Yom Kippur is the Jewish day of atonement. The holiest Jewish day of the year is a fast that many spend praying for forgiveness in synagogue.
It commemorates the return of the biblical Moses from the mountain with the second set of tablets.
Atonement is making good or settling all of the bad stuff left around from the previous year.
An appropriate greeting is “Yom Tov” which is Hebrew for, “Have a good holy day.” You can also say “G’mar chatima tova,” which means, “may you be sealed in the book of life.”
Yom Kippur 2021
Sundown, Wednesday-Thursday, September 15-16, 2021.
Yom Kippur Traditions
Yom Kippur is the end of the High Holidays which start ten days before on Rosh Hashanah, or forty days before for the more devout.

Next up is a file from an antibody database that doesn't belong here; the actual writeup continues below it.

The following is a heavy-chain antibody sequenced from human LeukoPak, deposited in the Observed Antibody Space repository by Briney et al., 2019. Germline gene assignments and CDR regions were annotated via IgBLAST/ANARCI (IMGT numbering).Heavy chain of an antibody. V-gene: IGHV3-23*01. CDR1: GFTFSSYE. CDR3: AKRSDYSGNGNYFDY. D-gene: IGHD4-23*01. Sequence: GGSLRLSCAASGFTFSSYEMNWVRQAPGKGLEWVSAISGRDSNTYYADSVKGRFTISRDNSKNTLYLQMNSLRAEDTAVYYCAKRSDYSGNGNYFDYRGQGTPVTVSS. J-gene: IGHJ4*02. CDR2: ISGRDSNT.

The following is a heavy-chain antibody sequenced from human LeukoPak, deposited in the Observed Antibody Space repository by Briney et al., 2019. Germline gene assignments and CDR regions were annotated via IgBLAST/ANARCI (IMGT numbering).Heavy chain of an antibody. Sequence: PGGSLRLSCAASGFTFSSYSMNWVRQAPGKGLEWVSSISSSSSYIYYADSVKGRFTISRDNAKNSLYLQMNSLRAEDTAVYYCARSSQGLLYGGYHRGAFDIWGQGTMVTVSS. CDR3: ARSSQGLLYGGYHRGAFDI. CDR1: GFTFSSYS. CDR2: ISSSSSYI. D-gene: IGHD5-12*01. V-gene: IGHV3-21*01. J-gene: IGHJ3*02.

Since Yom Kippur is a fast, we prepare for it with a feast on the afternoon before. There we eat fruits with honey and honey cakes.
Yom Kippur is from sundown to sundown. During Yom Kippur we observe five prohibitions:
- No eating or drinking
- No wearing leather shoes
- No washing or bathing
- No wearing perfumes
- No marital relations
The idea is that by suffering, one can better understand another’s suffering. It’s a ritual cleansing of all the bad stuff from the prior year.
At synagogue we read special prayers.
Once night falls, we feast again.
Then we prepare for Sukkot.